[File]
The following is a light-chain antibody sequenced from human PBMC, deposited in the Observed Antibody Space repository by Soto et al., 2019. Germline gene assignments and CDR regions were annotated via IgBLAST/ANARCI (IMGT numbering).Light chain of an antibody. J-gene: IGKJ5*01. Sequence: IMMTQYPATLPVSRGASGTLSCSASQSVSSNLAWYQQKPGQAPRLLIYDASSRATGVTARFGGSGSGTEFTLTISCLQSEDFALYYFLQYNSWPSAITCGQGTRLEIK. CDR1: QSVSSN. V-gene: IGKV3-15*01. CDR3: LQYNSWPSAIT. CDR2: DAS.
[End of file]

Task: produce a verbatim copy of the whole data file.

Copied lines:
The following is a light-chain antibody sequenced from human PBMC, deposited in the Observed Antibody Space repository by Soto et al., 2019. Germline gene assignments and CDR regions were annotated via IgBLAST/ANARCI (IMGT numbering).Light chain of an antibody. J-gene: IGKJ5*01. Sequence: IMMTQYPATLPVSRGASGTLSCSASQSVSSNLAWYQQKPGQAPRLLIYDASSRATGVTARFGGSGSGTEFTLTISCLQSEDFALYYFLQYNSWPSAITCGQGTRLEIK. CDR1: QSVSSN. V-gene: IGKV3-15*01. CDR3: LQYNSWPSAIT. CDR2: DAS.